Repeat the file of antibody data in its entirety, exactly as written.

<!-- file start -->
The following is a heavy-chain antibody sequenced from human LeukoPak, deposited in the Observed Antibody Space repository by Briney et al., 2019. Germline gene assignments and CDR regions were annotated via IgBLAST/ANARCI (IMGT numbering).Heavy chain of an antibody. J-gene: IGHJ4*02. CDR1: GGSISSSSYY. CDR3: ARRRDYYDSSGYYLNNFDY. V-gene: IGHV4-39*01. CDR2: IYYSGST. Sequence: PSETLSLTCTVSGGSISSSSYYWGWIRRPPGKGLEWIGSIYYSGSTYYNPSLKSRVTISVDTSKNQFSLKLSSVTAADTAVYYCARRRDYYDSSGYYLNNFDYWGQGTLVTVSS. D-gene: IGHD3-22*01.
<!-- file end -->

The following is a heavy-chain antibody sequenced from human LeukoPak, deposited in the Observed Antibody Space repository by Briney et al., 2019. Germline gene assignments and CDR regions were annotated via IgBLAST/ANARCI (IMGT numbering).Heavy chain of an antibody. J-gene: IGHJ4*02. CDR1: GGSISSSSYY. CDR3: ARRRDYYDSSGYYLNNFDY. V-gene: IGHV4-39*01. CDR2: IYYSGST. Sequence: PSETLSLTCTVSGGSISSSSYYWGWIRRPPGKGLEWIGSIYYSGSTYYNPSLKSRVTISVDTSKNQFSLKLSSVTAADTAVYYCARRRDYYDSSGYYLNNFDYWGQGTLVTVSS. D-gene: IGHD3-22*01.